These examples can serve as a guide to shed light on the prospective complainant when he or she is contemplating to file a claim in the tribunal (to be discussed next) for the interference caused by his or her neighbour.

It is important to note that whether or not a particular act tantamount to nuisance or unreasonable interference, it is ultimately up to the tribunal to decide having regard to the facts and circumstances of each case.

3. Dispute Resolution Mechanism: Tribunal

Central to our proposed new law is the establishment of a quasi-court in the form of tribunal, acting as an accessible and efficient platform for individuals to resolve their neighbour disputes.

By having a special tribunal for handling neighbour disputes, this ought to expedite the resolution of such disputes, as the proceedings are less formal compared to the conventional courts of law, and more importantly, cost- efficient.

As with any other tribunal, only the party to the proceedings can present his or her own case, without representation by any lawyer, unless otherwise ordered by the tribunal.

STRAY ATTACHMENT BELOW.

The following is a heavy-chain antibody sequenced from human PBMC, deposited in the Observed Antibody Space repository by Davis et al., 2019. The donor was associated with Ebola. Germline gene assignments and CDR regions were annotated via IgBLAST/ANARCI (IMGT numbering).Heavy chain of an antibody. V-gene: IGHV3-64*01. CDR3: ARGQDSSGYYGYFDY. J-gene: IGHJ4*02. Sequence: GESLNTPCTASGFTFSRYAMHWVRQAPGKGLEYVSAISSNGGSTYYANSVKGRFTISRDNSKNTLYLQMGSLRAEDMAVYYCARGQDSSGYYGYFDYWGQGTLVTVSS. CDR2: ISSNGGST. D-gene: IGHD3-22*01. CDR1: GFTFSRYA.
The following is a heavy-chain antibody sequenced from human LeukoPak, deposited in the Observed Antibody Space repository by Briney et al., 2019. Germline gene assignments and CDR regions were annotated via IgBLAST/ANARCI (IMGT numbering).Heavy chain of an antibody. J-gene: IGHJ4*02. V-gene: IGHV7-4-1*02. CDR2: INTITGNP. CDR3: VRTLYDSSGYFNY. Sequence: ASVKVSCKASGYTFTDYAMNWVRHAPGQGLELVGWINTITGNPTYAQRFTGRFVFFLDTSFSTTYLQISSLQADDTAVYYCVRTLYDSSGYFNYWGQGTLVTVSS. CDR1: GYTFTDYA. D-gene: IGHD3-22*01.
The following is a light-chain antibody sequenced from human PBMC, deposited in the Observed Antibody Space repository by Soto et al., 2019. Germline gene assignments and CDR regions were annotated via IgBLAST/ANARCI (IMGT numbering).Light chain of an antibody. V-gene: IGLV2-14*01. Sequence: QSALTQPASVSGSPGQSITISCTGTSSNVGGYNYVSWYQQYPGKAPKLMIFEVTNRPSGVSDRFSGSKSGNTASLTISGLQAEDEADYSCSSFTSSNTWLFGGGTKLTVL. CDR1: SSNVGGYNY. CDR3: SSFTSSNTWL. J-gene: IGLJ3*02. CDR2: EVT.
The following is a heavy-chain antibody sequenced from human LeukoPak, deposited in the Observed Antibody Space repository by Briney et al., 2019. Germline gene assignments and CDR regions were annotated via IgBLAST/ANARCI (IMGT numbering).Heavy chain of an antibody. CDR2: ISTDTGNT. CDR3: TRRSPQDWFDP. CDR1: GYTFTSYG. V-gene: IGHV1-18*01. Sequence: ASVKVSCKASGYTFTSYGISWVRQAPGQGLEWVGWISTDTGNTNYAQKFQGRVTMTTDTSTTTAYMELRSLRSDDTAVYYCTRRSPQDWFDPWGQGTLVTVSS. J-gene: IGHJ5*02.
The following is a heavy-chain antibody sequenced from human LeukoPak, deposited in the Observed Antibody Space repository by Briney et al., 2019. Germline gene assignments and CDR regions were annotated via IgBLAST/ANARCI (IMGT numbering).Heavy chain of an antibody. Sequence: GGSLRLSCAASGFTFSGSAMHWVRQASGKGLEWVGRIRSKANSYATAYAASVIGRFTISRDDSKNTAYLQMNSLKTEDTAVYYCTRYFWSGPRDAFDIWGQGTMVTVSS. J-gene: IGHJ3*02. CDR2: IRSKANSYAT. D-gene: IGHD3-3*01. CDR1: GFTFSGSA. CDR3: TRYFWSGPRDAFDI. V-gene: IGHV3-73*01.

This special tribunal should be given powers to grant orders which could typically be made by the conventional courts, such as damages, specific performance, injunction, etc.

Perhaps, it may be a good idea to direct the parties involved to mandatorily attend mediation before the case is being heard by the judge, as mediation has a high success rate for a dispute of this nature.

It is foreseeable that there would be a limit on the monetary jurisdiction imposed on this special tribunal. In the Singapore CDRA, the maximum monetary order that its tribunal can grant is S$20,000.

As such, more studies and research need to be carried out in establishing the monetary jurisdiction for this special tribunal.

Further, all checklists, prescribed forms and documents necessary for the filing of a claim, as well as clear guidelines, processes, list of registration fees and ‘frequently-ask-questions’, should be made available on its website, so as to render it accessible, more user-friendly and easily understood by the general public.

Just like the proposed Residential Tenancy Act (RTA), it is high time that our law makers should give our proposal as put forth above a serious thought in order to put an end to the woes caused by the neighbours from hell.

Perhaps, the proposed law governing neighbourly behaviours be merged with the RTA to be wholesome.

However, as with any law enactment process, we should not just adopt the law from other countries blindly without taking into account of our very own social, culture and economy circumstances.

There needs to be robust discussions and in-depth studies by the relevant stakeholders before codifying this into a law and thus figuratively speaking, turning our neighbourhood into a better place to live.

This article is written by Pang Saw Pin, one of the Legal Advisors of the National House Buyers Association (HBA) and Datuk Chang Kim Loong, the Hon. Sec-Gen of HBA, a voluntary non-government and not-for-profit organisation.